Polish Interior Minister Blames Nice Attacks on Multi-Cultural Policies and Political Correctness

In an interview on Polsat News, Poland’s right-wing interior minister Mariusz Blaszczak has blamed years of multi-cultural policies and political correctness for the deadly terror attack in Nice that saw Mohamed Lahouaiej Bouhlel, a French Tunisian, deliberately drive his large lorry into pedestrians who had been watching the city’s Bastille Day fireworks.

And he particularly blamed France and the European Union’s Foreign affairs commissioner Federica Mogherini.

Blaszczak ‘praised his party, Law and Justice, for standing firm against accepting migrants’ saying that in Poland ‘they don’t have districts where law other than Polish law reigns’ and they ‘don’t have no-go zones for police.’

Switzerland is another country that stands firm against multi-culturalism and political correctness:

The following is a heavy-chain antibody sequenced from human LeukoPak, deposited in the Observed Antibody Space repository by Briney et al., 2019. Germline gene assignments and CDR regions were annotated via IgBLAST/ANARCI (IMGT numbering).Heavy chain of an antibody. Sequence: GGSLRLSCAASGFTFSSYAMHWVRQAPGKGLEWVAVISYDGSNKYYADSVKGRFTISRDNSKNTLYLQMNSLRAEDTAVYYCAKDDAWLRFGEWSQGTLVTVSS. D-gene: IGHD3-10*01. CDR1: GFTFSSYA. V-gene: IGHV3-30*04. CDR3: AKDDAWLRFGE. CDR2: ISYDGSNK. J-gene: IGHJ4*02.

In the latest move to deny citizenship to those who balk at Swiss culture, authorities rejected the naturalization application of two Muslim girls who refused to take school swimming lessons because boys were present.

In Switzerland, the rules are clear and strictly enforced:

The case shows how those who don’t follow Swiss rules and customs won’t become citizens, even if they have lived in the country for a long time, are fluent in one of the national languages — German, French or Italian — and are gainfully employed.

In April, members of an immigrant family in the Basel area were denied citizenship because they wore sweatpants around town and did not greet passersby — a sure sign that they were not sufficiently assimilated, the naturalization board claimed.

Another recent case sparked widespread outrage in Switzerland when two Muslim brothers refused to shake hands with their female teacher, also citing religious restrictions. Shaking hands with a teacher is a common practice in Swiss schools.

After that incident was widely publicized, authorities suspended the naturalization request from the boys’ father, an imam at the Basel mosque.

And the Supreme Court — when such cases are brought before it — allows Switzerland’s Muslim Community no wriggle room whatsoever on religious grounds.